KLM: I remained glued to my camera non-stop during shoot days, and shot video elements in between stills. Joan and the girls document their work thoroughly in their own capacity and regularly post on Instagram; Joan took some Mokoro behind-the-scenes iPhone shots for the girls, while Sophie and Emmanuelle interviewed the girls.

LF: There was a tangible feeling of empowerment on the set; thanks to Kristin’s energetic directing, everyone’s shared adrenaline and Joan’s motherly bond with the girls.

It was a true team collaboration, Kristin scouted for spots around the studio and elsewhere in Nairobi that would provide the best setting for the images. Albeit some were more spontaneous sightings; a fan-palm tree by the side of the road, a lush overgrown layby or a brightly coloured corrugated iron shop door. Sophie was always on standby with a video camera and dictaphone to capture all the in-between and behind the scenes moments of the shoot, stealing away one or two girls at a time to discuss their inspirations and technique for the garments they’ve made or what brought them to Joan and the studio in the first place.

We also collaborated with hairstylist, Yann Turchi who worked with detailed precision when designing the hair looks, diving into his suitcase for coloured hair extensions and braids he had sourced in preparation for the trip, taking his time to address the outfit in question and to understand how each girl felt about her hair. They were so excited about his work and always insisted on keeping their up-do in place, even after we finished shooting. Kristin and I would choose the garment for each setting depending on the colour, structure and texture of the setting. The girls were always closely escorted by Joan, translating Kristin’s movement directions when necessary and making sure they felt comfortable and confident.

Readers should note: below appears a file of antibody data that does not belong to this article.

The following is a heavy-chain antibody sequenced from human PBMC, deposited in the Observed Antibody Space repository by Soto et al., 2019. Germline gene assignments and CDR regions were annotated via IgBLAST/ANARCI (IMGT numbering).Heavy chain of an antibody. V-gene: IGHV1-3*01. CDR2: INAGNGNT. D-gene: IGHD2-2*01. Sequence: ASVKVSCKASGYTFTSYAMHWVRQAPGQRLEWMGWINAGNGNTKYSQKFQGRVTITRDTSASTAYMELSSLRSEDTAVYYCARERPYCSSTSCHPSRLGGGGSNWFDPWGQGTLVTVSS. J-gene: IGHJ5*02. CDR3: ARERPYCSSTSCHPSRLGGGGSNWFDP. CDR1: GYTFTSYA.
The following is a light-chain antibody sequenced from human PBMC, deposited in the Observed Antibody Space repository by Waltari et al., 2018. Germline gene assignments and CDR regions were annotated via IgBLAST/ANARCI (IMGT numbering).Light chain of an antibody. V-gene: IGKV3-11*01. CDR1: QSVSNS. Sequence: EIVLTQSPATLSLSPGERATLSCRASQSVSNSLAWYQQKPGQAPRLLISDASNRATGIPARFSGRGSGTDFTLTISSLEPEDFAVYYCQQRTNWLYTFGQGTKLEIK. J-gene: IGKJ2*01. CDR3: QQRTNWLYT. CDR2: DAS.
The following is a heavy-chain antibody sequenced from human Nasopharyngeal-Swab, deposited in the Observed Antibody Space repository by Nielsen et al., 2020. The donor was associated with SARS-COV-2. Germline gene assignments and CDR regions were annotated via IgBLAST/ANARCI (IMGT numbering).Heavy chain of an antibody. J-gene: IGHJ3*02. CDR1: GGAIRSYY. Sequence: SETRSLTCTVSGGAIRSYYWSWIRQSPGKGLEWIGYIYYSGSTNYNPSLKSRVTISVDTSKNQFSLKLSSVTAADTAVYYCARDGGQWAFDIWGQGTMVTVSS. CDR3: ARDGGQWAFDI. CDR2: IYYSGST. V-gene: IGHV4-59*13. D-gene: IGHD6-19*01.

“Creativity, what inspires an idea, could be as simple as a conversation, a few words spoken to a collaborator.” – Kristin-Lee Moolman

How important is this tangible element of active collaboration to the creation of Mokoro? How important is it to your practice and to the fashion industry in general?

KLM: Collaboration is the only way that projects like Mokoro come to life, and it goes so much further than the work we did on set. The body of finished work and the exhibition would not be what it is without the team that worked on it. Creativity, what inspires an idea, could be as simple as a conversation, a few words spoken to a collaborator. Perhaps removing that person affects what work is created afterwards in some way.

Photography is one of the more collaborative mediums, especially in fashion, where many disciplines work together to create the characters photographed. All involved contribute to the final vision so it is a collaboration essentially.

SS: Active collaboration has great importance in this project, Kristin and Louise really integrated Joan’s viewpoints within their work and everything on show in Paris was made with respect to Joan and the girls.